As predicted, the CNN debate was focused solely on the most pressing issue of our time: the threat of Radical Islam and how the nation should deal with it. Contrary to Jeb Bush’s pronouncement, during the debate, that the focus should be on how bad Obama is and “not on our differences,” the voters deserved a debate where the candidates differentiated themselves on national security. They got it.
As CR’s Editor-in-Chief Mark Levin noted, the editorial team at CR did a thorough job of highlighting the three competing national security policy philosophies, as a lead up to the debate. The interventionist policies espoused by Marco Rubio, the non-interventionism of Rand Paul, and the third way as argued for by Ted Cruz, were explained by the CR Editors.
The debate, on CNN tonight, was mainly driven by the three competing philosophies and the corresponding candidate who was the standard bearer. As Rush Limbaugh predicted on his radio show, the main debate focused one on one exchanges between Senators Cruz and Rubio.
The Cruz and Rubio short series of almost mini debates centered around NSA metadata collection, nation-building, the unseating of dictators, and immigration. Rubio argued that ground troops were absolutely necessary to defeat ISIS and unseat Assad as dictator of Syria. Cruz argued that a containment strategy that focused on air power and the use of Sunni allies to defeat ISIS was warranted. Cruz made a compelling case that the Obama administration was in effect photo-op bombing ISIS by limiting the rules of engagement and completing only about 15 missions a day.
Surprisingly Rand Paul made the most of the last minute lifeline from CNN to remain on stage. He came out swinging. Paul attacked Trump, Rubio and Christie on their foreign policy positions. In addition to reminding the liberty movement why they fell in love with him in the first place, Paul essentially did a lot of Cruz’s dirty work for him. Paul’s attacks on Trump, not being a serious candidate, allowed Cruz to remain mostly above the fray. Paul’s pointed attacks on Rubio only buttressed Cruz’s arguments.
Paul’s most stunning rebuke of the night came against Chris Christie, who had just argued for shooting down Russian planes that violated a hypothetical no-fly zone. Referring to Christie, Paul said, “if you’re in favor of World War three you have your candidate.” After a response by Christie, which deflected the assertion and went after Hillary Clinton, Paul followed up with a reference to “Bridgegate.” It was Paul’s most effective exchange, and actually his most effective debate of the cycle.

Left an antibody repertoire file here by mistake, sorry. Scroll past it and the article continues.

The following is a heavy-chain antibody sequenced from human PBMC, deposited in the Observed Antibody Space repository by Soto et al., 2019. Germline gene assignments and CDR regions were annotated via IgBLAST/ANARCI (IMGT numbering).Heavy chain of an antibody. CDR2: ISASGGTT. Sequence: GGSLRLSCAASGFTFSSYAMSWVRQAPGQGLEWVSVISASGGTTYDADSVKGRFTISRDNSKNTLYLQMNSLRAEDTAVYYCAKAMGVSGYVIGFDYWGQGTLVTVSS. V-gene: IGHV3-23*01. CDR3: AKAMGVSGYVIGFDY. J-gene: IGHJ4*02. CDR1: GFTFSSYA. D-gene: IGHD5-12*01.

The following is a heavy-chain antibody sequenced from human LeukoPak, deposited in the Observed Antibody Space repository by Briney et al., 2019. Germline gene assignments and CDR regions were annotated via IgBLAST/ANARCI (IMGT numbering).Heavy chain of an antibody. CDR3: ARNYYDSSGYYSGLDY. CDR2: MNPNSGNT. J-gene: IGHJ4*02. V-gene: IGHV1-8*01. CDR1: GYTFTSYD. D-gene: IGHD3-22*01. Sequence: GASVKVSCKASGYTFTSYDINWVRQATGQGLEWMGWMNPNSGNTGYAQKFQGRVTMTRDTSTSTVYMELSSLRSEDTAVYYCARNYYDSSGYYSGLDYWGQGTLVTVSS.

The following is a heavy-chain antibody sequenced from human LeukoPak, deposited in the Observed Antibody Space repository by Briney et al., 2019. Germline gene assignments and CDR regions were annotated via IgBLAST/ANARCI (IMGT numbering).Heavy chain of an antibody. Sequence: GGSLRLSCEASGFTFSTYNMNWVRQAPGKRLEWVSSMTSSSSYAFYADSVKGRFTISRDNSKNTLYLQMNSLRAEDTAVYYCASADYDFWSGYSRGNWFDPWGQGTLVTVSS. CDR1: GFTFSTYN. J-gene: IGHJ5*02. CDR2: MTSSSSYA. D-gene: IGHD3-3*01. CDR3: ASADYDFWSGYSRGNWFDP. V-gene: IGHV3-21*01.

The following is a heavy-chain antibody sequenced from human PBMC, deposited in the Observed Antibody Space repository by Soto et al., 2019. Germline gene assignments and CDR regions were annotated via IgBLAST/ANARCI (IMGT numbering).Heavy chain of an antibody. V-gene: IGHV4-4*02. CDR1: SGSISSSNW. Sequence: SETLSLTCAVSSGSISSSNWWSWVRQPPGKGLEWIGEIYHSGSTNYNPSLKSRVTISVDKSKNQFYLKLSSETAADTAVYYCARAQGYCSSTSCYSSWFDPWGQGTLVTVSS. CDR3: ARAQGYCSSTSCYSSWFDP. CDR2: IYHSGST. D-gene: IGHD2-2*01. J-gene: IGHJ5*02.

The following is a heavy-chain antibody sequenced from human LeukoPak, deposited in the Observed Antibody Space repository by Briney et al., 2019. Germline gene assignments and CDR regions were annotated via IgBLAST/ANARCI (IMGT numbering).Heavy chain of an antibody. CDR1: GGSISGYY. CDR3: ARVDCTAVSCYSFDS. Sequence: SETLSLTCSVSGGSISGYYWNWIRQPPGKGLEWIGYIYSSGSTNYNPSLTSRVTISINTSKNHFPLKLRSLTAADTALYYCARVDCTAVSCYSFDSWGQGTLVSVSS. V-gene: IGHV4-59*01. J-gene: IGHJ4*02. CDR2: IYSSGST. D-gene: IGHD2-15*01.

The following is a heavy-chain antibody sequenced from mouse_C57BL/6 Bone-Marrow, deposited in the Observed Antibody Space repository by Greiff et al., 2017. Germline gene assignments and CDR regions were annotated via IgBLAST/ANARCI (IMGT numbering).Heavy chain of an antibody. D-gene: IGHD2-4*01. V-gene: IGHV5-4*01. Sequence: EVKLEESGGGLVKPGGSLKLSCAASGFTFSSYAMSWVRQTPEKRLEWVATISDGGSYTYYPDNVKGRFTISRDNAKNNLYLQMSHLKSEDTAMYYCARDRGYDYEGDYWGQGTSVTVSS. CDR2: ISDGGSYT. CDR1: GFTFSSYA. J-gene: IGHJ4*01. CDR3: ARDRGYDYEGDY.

For the most part the debate moderators, CNN’s Wolf Blitzer and Dana Bash, joined by Hugh Hewitt of Salem Media, were respectful and did not try to make themselves the stars of the debate. One weird departure from this came when Hewitt and Wolf tried to get a series of candidates on the record about whether they would carpet bomb civilians. It came across as forced, almost as if they were doing the job of Democratic opposition researchers trying to force candidates to choose between being weak on national security or supporting killing innocent civilians.
As for the frontrunner Donald Trump, he continued to be himself. A strategy that is obviously working, as he has opened up large leads in recent national polling: over thirty percent in the most recent Washington Post/ ABC News survey. While he was utterly dismissive of Jeb Bush for most of the night, Trump seemed to have mellowed out. He also unequivocally stated, in response to a Hewitt question, that he would not run third party. Trump added that he has come to respect the party leadership and trusts they will run a fair process.
Bush, who struggled to gain some semblance of relevance throughout the evening, did have a good zinger on Trump. Bush said, “you are not going to be able to insult your way to the presidency.” It was Bush’s only highlight of the night.
Carson’s low key demeanor continues to hurt his candidacy. He seemed most comfortable in explaining the plight of Syrian refugees. Most probably because he had just been to Syria and saw for himself what was happening on the ground.
Until Rand’s attack, Chris Christie was having a good night. He made a somewhat convincing case that Senate debating skills were not what was needed in a president. He laid a clear case for executive action that some voters may find reassuring.
Carly Fiorina and John Kasich were afterthoughts for much of the debate. When Fiorina did speak, she used her time to attack both parties for decades of inaction.
Kasich seemed to be out of his league during the debate and did very little to project himself as a commander in chief.
Grading the debate, Trump and Cruz were winners in that they didn’t lose. Marco Rubio did not land enough punches on Cruz to chip away at his lead, and Rand Paul ran an effective blocking scheme for Cruz whether he meant to or not.
Paul was the standout of the night based on his ability to land substantive blows on Trump, Christie, and Rubio. The main stream, and most “conservative media pundits,” will most likely try and label Rubio as the winner, as he’s the establishment’s last hope. This line from Rand Paul demonstrates the soft underbelly of Rubio, “Marco has more of an allegiance to Chuck Schumer and liberals, than conservative policies.” That was a body blow to Rubio and effectively put the Florida Senator in a corner where many primary voters will have to think twice about a Rubio candidacy.
Robert Eno is the Director of Research for Conservative Review and also is a Contributor. He is a conservative from deep blue Massachusetts but now lives in Greenville, SC. He is also a fill in radio host and appears on television. Follow him @robeno and feel free to email him at email@example.com.